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Student Experiences with Accessible Technology and University Life
Meet Weijian Zhou, a recent UCLA grad who has shared his journey through higher education as a hearing impaired student. This is not just his journey but the story of many student experiences with accessible technology.
How we deal with the obstacles in our lives defines who we are. Getting my college education was my time to define who I am.
Everybody knows that going away to college can be a stressful time for all young people. Not only will many students be leaving home for the first time, but they also will be facing a completely different style of learning, with much larger classes and minimal contact with professors. And what about the extra obstacles for students that are differently-abled?
As a student with profound hearing loss, I am used to having to go the extra mile to make the most of my education. I have refused to let my condition define me, and spent most of my childhood learning to read lips so that I could understand teachers better. I promised myself that I’d never let my disability get in the way of my dreams. After years of hard work, I was accepted into UCLA.
It didn’t take long for me to discover that colleges are not set up to help provide differently-abled students with an education equal to their classmates. With my hearing problems I had trouble understanding some of my professors’ heavy accents and the large class sizes meant that I was unable to lip-read. To further the problem, many courses required students to use audio or video tools that were unsuitable for hearing-impaired students.
It was difficult to find many captioned videos for my courses, so I was unable to take advantage of integral course materials. The simple addition of perfectly synchronized captioning with good grammar and spelling would have allowed me to use the same materials as everyone else. Instead, I had to stay up late night after night teaching myself the concepts from expensive textbooks or outdated material that I found online. I didn’t care how long it would take; I would do anything I could to succeed.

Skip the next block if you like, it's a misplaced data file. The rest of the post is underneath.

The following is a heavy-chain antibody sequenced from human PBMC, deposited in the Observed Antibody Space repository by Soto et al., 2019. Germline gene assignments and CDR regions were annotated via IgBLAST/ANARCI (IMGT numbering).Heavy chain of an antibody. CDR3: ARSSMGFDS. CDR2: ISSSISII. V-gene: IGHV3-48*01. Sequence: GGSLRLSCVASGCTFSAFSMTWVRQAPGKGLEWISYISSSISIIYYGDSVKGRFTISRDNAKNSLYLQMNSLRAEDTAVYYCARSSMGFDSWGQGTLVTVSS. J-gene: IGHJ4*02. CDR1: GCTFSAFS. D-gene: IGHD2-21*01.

Over three-quarters of hearing-impaired students drop out of school and miss their opportunity to fulfill their potential, but I wanted to be the exception. I had to go through school without the full use of materials that were made available to my classmates and have had to put in twice the work to overcome this obstacle.
Being differently-abled doesn’t mean that we cannot achieve our goals, it just means that we need a little help to get around our obstacles. We are some of the most determined people in the world and we are putting in much more effort compared to those around us. I have learned to embrace being different and now want to use my experiences to make sure that differently-abled people are given a more equal and fair education in the future.
I knew that the only way I could instigate change was to get involved, so I approached a company called cielo24 who specializes in providing quality captioning for education and training materials. By working with them, I have the opportunity to let the world know how important accessibility can be for differently-abled people.
I am happy to have endured these obstacles because they have made me who I am today. I am no different from anyone else. I too want to contribute to society and be part of it by inspiring and teaching others to make the world a more equal and fair place.
If differently-abled students are given an education equal to their classmates, they will be able to contribute equally to society. Student experiences with accessible technology occur throughout the world every day. The world cannot grow to its greatest potential without the full contribution of each person. I believe we have the potential to give differently-abled students a brighter future and thus help our world grow and prosper.
As for my future, there are no challenges; only opportunities. I am looking forward to attending a quality graduate program to further my education so that I can make an impact for the differently-abled. Thank you to everyone along the way.